Great advice here so far. One side of my family always promises up and down that there won't be any gifts exchanged at family Christmas (except for those given to the little kids), so my parents and I don't bring any. Then, of course, one or even two of the other groups hands out gifts to everyone, including me and my parents. (Usually they're small-ish gifts, like $5-10 range.) This makes my mom really uncomfortable, and she sometimes wonders if she ought to bring gifts anyway. I think that would be silly; everyone's saying there aren't going to be gifts, let's take them at their word. If I receive a gift, I make sure to tell the giver thank you in person, and if I didn't feel able to adequately do that, I'll write them a nice thank-you note. This has been going on for several years now, and I figure that if they're somehow mad they aren't receiving gifts from me, they are free to not
give me any next time; then they will be happier, and I will be fine either way. I don't think their motives are malicious at all, more on the side of just wanting to give without receiving, and sliding somewhat into poor communication (like we're supposed to know "no gifts" somehow really means "small gifts"
I do think there's an interesting reciprocity with gift-giving amounts, particularly between friends who choose to socialize (vs. family, who may not have as much choice). I try to take my cues from the other person, but also of course my own budget and desires, first and foremost. Example: Jill and I used to be best friends and roommates, and we would spend about $50 on each other for our birthdays and then another $50 on each other at Christmas. As we drifted apart, both physically and emotionally, I started resenting spending $100 on her, when I spent less on other people I felt closer to, so I finally suggested combining birthday and Christmas gifts as the dates were somewhat near each other. She reacted with relieved enthusiasm. So then it was down to $50 just once a year. I was still taking a lot of time and care spending that $50, and again I started feeling resentful, because I felt like she
wasn't putting that much time/effort and possibly money into it. One year I shipped her something I thought was quite nice, and never heard a word from her about it, not even that it had arrived safely, until I had asked her several
times. And that year she didn't "get around" to sending my
gift until February, and it seemed to me like something that didn't cost nearly what I had spent on her.
I don't mean this in a whiny way, just that all of these things were telling me that she wanted to lower the amount of time/effort/money we spent on each other. At least, that's what I was hearing, whether she really meant to tell me that or not. I have no idea about her finances or other stresses she may have been experiencing at various times--we had drifted so far apart that we didn't even discuss those things, in fact we hardly communicated more than a couple times a year. I found that I was much happier with the arrangement if I lowered my own time/effort/money. So nowadays I send her a $25 gift certificate to a store with a lot of options; and the only effort I make beyond that is glancing at her wish list and suggesting something that money could go towards, though of course she can spend it on anything she wants. And, every year I now wait to see if she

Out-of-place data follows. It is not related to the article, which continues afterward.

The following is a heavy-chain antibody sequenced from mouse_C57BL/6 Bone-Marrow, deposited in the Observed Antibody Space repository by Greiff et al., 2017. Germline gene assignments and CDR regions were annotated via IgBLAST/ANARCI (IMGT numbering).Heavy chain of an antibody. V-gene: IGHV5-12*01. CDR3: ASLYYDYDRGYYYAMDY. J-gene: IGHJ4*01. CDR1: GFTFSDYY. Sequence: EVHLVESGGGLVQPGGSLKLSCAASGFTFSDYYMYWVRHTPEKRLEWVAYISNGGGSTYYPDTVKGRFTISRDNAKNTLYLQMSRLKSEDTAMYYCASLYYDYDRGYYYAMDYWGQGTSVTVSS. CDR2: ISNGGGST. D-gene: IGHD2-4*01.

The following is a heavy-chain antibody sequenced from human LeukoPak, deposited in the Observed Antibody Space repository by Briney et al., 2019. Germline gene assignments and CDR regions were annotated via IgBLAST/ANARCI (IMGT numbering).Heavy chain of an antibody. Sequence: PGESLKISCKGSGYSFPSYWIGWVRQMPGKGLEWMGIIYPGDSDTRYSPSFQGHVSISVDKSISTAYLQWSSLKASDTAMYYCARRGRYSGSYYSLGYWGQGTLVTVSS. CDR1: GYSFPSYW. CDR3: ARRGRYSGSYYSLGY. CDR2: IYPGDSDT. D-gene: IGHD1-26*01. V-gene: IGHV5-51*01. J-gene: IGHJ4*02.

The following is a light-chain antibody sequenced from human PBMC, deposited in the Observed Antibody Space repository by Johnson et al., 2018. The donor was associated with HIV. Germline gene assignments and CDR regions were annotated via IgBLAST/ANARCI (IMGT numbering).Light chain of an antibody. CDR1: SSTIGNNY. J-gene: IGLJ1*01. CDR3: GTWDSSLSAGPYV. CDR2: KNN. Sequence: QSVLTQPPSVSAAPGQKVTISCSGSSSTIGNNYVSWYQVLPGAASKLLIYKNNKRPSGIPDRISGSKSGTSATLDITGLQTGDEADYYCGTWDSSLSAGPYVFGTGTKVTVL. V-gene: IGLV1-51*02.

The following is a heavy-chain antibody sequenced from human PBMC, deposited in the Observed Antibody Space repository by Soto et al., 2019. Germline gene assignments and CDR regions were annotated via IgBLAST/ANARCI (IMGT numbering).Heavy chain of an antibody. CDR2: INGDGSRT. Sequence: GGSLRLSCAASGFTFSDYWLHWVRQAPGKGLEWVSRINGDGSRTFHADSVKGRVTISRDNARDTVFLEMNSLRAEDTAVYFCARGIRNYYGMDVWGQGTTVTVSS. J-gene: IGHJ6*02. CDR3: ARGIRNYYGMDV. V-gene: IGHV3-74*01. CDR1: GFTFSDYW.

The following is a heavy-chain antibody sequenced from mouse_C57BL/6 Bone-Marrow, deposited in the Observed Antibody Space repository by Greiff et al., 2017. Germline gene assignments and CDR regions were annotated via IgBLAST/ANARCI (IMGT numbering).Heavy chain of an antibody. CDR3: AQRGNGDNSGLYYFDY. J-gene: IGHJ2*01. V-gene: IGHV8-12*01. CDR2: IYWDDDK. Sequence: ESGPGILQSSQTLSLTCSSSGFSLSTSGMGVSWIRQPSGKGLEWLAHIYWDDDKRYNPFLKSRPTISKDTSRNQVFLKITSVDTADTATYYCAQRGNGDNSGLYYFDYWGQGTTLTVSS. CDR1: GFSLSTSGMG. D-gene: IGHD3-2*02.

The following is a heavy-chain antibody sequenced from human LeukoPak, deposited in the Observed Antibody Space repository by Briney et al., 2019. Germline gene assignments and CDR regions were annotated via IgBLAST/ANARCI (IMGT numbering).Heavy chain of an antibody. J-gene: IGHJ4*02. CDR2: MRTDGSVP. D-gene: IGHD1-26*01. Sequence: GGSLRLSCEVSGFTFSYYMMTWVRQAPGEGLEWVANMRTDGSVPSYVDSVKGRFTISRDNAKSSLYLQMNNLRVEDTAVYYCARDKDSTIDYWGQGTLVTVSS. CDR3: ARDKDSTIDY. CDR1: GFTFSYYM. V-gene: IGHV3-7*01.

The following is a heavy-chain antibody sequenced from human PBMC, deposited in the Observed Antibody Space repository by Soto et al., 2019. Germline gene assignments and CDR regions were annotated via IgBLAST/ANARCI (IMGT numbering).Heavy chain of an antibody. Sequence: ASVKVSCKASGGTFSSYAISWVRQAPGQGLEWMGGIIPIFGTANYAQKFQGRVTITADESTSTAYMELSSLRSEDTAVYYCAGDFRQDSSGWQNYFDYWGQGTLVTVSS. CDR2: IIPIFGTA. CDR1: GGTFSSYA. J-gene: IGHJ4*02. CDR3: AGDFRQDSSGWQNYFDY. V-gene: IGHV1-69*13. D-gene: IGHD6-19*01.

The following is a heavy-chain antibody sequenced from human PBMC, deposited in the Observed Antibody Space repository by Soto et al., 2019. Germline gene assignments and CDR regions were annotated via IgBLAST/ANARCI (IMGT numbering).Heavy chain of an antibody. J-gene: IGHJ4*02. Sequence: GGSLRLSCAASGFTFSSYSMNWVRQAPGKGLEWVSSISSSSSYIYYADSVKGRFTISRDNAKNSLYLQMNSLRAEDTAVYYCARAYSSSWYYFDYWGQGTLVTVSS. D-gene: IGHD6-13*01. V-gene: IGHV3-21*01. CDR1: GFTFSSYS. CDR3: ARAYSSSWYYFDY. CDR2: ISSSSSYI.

is going to mention gifts, because if she doesn't, one of these days I may stop sending her anything at all. Again, not punitive or anything, but it just seems silly to me to spend $25 on someone with whom I might literally exchange only two emails since the last Christmas. I spend less than half of that on a co-worker whom I see five days a week, eight hours a day, who is a great person and lots of fun to be around.
Oddly enough in the last couple of years Jill has sent me more thought-out and perhaps expensive presents, but still hasn't increased her communication with me, so I haven't changed my own pattern yet. As a PP said, it's not just about the monetary reciprocity on a specific occasion, but also about the relationship
during the rest of the time. Getting nice gifts from a near-stranger doesn't really encourage me to send nice gifts to that stranger in return, you know?
Anyway, sorry for the saga.
I think what it boils down to is you spend what you can afford (not just, what will let me pay the rent, but also, what will let me not be mad about spending that money this way) and you accept what you receive graciously, and if you want to have a relationship
with the person, you do other nice things for and with them the rest of the time as well. And if they seem uncomfortable or impolite about it, well, there's several options, but vague discomfort or rudeness would not
make spend more
money on someone--just the opposite, in fact.